The average U.S. household’s gasoline expenditure has jumped to $5,000 a year over the past 12 months, from $2,800 this time last year, according to new research. And there does not seem to be a sign of relief in sight. Yardeni Research reported the figures, as cited by CNBC, adding that since March this year alone, annual spending on gasoline by households had risen by more than $1,000—in March the figure stood at $3,800.
Meanwhile, prices are still rising, breaking record after record. Earlier this week, the national average hit an all-new all-time high of $4.567 per gallon. That’s up from $3.043 per gallon a year ago, according to AAA data. In California, the average gasoline price reached $6.05, up from $4.135 a year ago.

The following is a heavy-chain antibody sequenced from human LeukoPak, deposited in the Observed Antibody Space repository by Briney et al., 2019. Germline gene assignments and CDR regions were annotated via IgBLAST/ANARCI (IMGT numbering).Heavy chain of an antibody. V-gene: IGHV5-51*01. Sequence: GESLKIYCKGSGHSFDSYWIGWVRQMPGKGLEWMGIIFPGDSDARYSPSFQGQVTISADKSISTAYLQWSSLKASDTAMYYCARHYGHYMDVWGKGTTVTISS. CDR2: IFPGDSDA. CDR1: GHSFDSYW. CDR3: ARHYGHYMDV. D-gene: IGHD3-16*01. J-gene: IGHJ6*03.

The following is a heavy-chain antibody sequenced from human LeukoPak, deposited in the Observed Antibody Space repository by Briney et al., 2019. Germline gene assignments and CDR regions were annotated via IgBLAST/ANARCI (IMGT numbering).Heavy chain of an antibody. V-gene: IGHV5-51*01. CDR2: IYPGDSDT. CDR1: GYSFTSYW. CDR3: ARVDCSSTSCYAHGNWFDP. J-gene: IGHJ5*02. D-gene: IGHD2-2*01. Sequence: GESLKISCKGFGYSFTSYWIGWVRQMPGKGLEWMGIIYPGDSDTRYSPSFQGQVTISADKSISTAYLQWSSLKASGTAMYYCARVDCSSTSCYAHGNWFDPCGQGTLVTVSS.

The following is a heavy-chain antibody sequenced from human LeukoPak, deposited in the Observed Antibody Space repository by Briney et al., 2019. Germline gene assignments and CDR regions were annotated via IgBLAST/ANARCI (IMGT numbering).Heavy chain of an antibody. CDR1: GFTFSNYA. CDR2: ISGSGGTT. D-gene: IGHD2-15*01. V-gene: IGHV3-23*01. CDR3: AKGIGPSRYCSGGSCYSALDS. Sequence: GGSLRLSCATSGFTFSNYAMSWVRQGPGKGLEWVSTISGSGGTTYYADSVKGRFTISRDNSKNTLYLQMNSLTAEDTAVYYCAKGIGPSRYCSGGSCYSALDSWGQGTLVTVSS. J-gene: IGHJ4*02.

“No wonder that the Consumer Sentiment Index is so depressed. The wonder is that retail sales have been so surprisingly strong during April and May,” Yardeni Research said in a note.
Indeed, retail sales have surprised…….[read more]
Why are consumers spending more on gasoline? How are consumers going to react as gas prices continue to rise?
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